By: Liam Berti
Two years of hard work, extracurricular commitment and extreme dedication will finally materialize when Team Ontario unveils their model house entry at the United States Department of Energy Solar Decathlon on Oct. 3 in Irvine, Calif.
The 10-day competition marks the first time Algonquin has participated in the event after teaming up with students from Carleton and Queen’s University.
The goal: design, build and create a net-zero solar-powered home that produces as much or more energy than it consumes.
“The team mentality at the moment is to just get it there and set up,” said Jacob Morgan, the team’s construction manager and recent Algonquin graduate. “Placing is so far out of our minds right now.
“If we can pull off getting the house there, assembled and then taken apart without a hitch, we’ll be as happy as we can be. It’s about bringing a house that we’re happy with to California, not winning the contest.”
Team Ontario’s masterpiece, appropriately named ECHO, is now complete and reassembled after surviving the 4,500 km trip across the continent. The only thing left to do is open the doors to the 100 sq. ft. home and let the judges assess their creation.
“To see this project go from the proposal phase, where we didn’t know if we’d be accepted, to the point where we’re shipping a house down to California for the competition is pretty amazing,” said Chris Baldwin, Team Ontario’s Ottawa project manager.
“Just seeing everyone come together and get the house complete has been one of the most rewarding aspects of the project.”
The teams will be evaluated and given an overall score based on their home’s overall architecture, market appeal, engineering, communications, affordability, comfort zone, hot water, appliances, home entertainment and energy balance.
With only 20 teams selected to compete in the prestigious competition, Algonquin students and Team Ontario will go up against squads from Austria, the Czech Republic and all across North America, including Middlebury College who placed fourth in the 2011 decathlon.
But despite the stiff competition, Team Ontario believes their creation will stand out thanks to the unique requirements that they had to cater their project to, such as building a house that could handle the Ontario snow load as well as the seismic activity in California.
“Part of the reason we think our project will stand out is because our house is designed for Ottawa’s climate,” said Morgan. “Our wall-thermal value is twice that of what the code is and we have an integrated mechanical system which is the first of its kind.”
The integrated system provides space heating, cooling, dehumidification and domestic hot water through one single system.
“It’s been a concept on paper, but it’s never been implemented into house design before,” said Morgan.
With so many disciplines being assessed, it is easy to understand why the diversity of expertise at Algonquin was used in the two-year process.
Most notably, the team credits the advanced housing program based out of Algonquin’s Perth campus for playing a pivotal role in making the state of the art design plans materialize. Part of their program’s curriculum required them to complete a major construction project in their second year, so their involvement was only natural.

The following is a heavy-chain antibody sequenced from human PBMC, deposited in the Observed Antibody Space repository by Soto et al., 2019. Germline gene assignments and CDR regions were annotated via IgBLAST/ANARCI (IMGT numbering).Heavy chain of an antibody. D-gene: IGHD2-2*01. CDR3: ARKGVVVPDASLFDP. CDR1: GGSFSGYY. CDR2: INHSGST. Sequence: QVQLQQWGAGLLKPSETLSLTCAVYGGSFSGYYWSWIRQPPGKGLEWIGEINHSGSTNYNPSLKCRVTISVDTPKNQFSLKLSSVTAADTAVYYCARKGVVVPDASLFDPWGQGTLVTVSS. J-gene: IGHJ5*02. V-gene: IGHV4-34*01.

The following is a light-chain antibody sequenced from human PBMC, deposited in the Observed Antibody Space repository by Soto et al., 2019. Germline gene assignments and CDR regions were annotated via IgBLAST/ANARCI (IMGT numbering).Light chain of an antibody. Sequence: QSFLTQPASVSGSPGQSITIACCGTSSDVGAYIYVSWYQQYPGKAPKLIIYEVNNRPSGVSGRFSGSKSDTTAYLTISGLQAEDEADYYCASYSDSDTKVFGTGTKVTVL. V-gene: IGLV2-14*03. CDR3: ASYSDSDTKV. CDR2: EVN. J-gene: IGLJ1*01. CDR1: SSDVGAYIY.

With the college’s green architecture, interior design, architectural technology, sheet metal worker and the information and communication technology programs also getting involved, Algonquin has had an immense impact on the completion of the project.
“To have the expertise in design, technology and construction all under one roof is a real testament to Algonquin’s student talent and versatility,” said Richard Briginshaw, Team Ontario’s faculty advisor and the green architecture program coordinator at Algonquin.
After being rejected for the previous decathlon in 2011, Queen’s and Carleton joined up with Algonquin to begin working on the proposal for 2013.
What began as a written proposal in November 2011 quickly gained momentum and turned into a full-time commitment from students from the three post-secondary schools. Then, after being notified in January 2012 that their proposal was one of the 20 accepted out of over 100, the team quickly began developing the home design, which was to begin construction in fall of last year.
In total, the team claims they recruited the help of over 100 students over the two-year process, some working 12-16 hour days during certain phases and committing extracurricular time and effort after school and on weekends.
“We spoke to some other teams that had competed in previous competitions before and they told us, basically, that solar decathlon becomes your life for the next two years,” said Karl Kadwell, project manager of ECHO. “You live, eat, sleep and breathe solar decathlon, so we knew what we were getting into, but it has definitely been a rewarding project.”
Some would think that after two years of painstaking effort and creation the team would focus entirely on winning. Instead, they insist that the reward goes far beyond the prospect of placing among the top houses in the decathlon.
“Regardless of how we do, we’ve delivered an attractive and efficient home that is able to show the public that energy efficiency doesn’t mean you have to compromise in a home,” said Kadwell.
“We’ve already accomplished so much, so anything after that is just gravy.”